Working our way back
The U.S. employment rate continues to improve, positioning all sectors of commercial real estate for recovery
>> Quick takes:
- Net job gains trending in the right direction
- ISM Indexes also signal improvement ahead
- Global tax coordination coming?
- More inflation data coming
- CRE riding the employment recovery
The employment situation for May fell roughly in line with our expectations. Net job gains totaled 559,000. The unemployment rate declined by 30 basis points (bps) to 5.8% while the labor force participation rate declined by 10 bps to 61.6%. Average hourly earnings grew by a robust 50 bps during the month. This represents a gain of some momentum in the labor market after a tepid April, though revisions pushed up April’s job gains slightly. Most of the job gains occurred in industries that suffered massive job losses last year, including food services and drinking places and amusement, gambling and recreation. That should provide some comfort that we remain squarely on the road to recovery.
“We expect job gains to continue to increase and claims to continue to decrease in the coming months as the economy more fully reopens and pent-up demand continues to get unleashed.”
Many will find the data disappointing, waiting for a massive surge in job gains, but we view the situation as heartening, not only in terms of the absolute level of job gains and the composition of the gains, but the overall trend. The employment recovery got off to a strong start last summer, but lost steam heading into the winter – a resurgent pandemic coupled with cold weather (forcing people indoors and limiting certain activities such as outdoor dining). But as vaccination accelerated in 2021, it began to prop up the economy and the labor market. The 3-month rolling average net job gain reflects this pattern, smoothing out the random month-to-month volatility. But in the 3- months ending with May, average net job gains neared the level from last November, before the worst of the labor slowdown. Other labor market data reaffirms this view – weekly initial unemployment claims continue to fall, reaching their lowest level of the “pandemic era.” We expect job gains to continue to increase and claims to continue to decrease in the coming months as the economy more fully reopens and pent-up demand continues to get unleashed.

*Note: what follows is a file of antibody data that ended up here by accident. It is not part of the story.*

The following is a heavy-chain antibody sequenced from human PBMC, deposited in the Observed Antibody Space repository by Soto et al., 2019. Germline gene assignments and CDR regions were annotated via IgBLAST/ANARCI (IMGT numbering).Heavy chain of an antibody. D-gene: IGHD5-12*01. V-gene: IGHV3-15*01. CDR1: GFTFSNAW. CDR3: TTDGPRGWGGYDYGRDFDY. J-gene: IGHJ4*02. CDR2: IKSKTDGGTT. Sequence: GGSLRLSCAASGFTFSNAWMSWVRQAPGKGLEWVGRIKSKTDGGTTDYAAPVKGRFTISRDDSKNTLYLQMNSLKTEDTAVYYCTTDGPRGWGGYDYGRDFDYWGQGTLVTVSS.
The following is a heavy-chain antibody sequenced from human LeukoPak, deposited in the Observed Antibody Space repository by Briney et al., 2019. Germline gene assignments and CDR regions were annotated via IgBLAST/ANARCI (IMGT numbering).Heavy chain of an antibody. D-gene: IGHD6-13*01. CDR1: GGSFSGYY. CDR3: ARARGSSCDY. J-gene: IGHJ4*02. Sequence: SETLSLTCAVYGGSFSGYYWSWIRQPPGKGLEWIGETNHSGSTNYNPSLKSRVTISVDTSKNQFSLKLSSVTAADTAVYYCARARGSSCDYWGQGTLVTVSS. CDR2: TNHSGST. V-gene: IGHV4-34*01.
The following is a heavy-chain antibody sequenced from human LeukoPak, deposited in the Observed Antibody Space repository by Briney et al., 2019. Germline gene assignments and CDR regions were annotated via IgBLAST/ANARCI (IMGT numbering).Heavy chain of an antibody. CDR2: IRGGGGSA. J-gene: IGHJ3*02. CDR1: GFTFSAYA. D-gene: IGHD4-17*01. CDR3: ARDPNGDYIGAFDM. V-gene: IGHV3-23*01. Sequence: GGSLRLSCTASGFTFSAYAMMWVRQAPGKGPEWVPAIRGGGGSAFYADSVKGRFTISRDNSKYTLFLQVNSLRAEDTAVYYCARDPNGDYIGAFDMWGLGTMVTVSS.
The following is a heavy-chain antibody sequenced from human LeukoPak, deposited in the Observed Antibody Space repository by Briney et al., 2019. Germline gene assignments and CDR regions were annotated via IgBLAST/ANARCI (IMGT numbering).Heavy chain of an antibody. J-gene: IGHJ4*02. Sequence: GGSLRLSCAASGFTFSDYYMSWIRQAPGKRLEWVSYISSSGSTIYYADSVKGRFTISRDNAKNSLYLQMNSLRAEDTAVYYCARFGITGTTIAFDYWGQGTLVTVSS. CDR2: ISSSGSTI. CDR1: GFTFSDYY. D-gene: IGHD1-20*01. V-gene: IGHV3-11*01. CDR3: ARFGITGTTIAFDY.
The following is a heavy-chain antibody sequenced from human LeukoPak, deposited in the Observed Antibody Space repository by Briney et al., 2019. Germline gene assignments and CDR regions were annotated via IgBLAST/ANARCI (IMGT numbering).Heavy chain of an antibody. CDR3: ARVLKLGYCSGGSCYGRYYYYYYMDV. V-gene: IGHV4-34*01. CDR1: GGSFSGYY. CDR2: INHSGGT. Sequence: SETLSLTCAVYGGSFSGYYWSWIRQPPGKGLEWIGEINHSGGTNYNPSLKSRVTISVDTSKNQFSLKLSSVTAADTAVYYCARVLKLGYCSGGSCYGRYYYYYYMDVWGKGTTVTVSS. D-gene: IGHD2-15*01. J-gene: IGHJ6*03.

Trend reversl in net job gains
“…as consumers transition from goods consumption to services consumption with the full reopening of the economy, the outlook for the balance of the year looks incredibly bright…”
ISM Indexes also signaling acceleration ahead
Both the ISM Manufacturing and Services Indexes for May also signaled a coming acceleration in the economy. The Manufacturing Index increased in May, reflecting a production increase and a solid pipeline for orders, even though hiring remains challenging. Meanwhile, the Services Index reached a new record high last month. As we mentioned as last week, as consumers transition from goods consumption to services consumption with the full reopening of the economy, the outlook for the balance of the year looks incredibly bright and the ISM Index reflects that.
Global corporate tax coordination?
Over the weekend, the G-7 group of advanced economies (Canada, France, Germany Italy, Japan, the United Kingdom and the U.S.) reached an agreement on setting a minimum global corporate tax rate at 15%. This represents the beginning of an attempt to reverse a decline in taxes paid by multinational companies that stretches back roughly 40 years. According to the Tax Foundation, the average global corporate tax rate was 40% in 1980 but declined to about 23% in 2020. These G-7 countries are aiming to end the “race to the bottom” by which countries around the world offer increasingly lower tax rates to capture tax revenue that they likely would not otherwise receive. This occurs when companies shift the location of their headquarters for tax purposes or shift where revenues are recognized for tax purposes. The timing of implementation remains uncertain, but the Biden Administration has pushed for such an agreement to limit American firms’ ability to shelter revenues abroad. This is just a first step, and a long and complex process likely awaits, but negotiators would ideally like to have a binding agreement by the G-20 meeting in July. Ultimately, the outcome remains highly uncertain. Some countries, such as Ireland, generate meaningful revenues via taxation and would likely push back on any agreement. Moreover, Congress must approve U.S. taxation rules and international treaties require a two-thirds majority in the Senate. Some senators have already decried that the U.S. would hand over too much authority to foreign governments in a way that hurts U.S. companies. And of course, other countries’ governments must also approve the measure.
| What we are watching this week |
Inflation data will once again dominate the economic story this week. The consumer price index (CPI) for May should show another meaningful increase in both headline and core inflation, driven by the same dynamics we discussed last week. Weekly unemployment claims should continue to decline. And the preliminary reading for consumer sentiment in June should show an increase, reflecting the approach of summer and a fuller reopening of the economy.
“The rising tide of the economy and labor market should raise all the CRE ships, but at different rates.”
| Thought of the week |
The domestic demand for in-theater movies continues to recover. The first quarter of 2021 generated over $240 million at the domestic box office, the best quarter since the pandemic. The second quarter could more than double that figure with the return of “summer” blockbusters.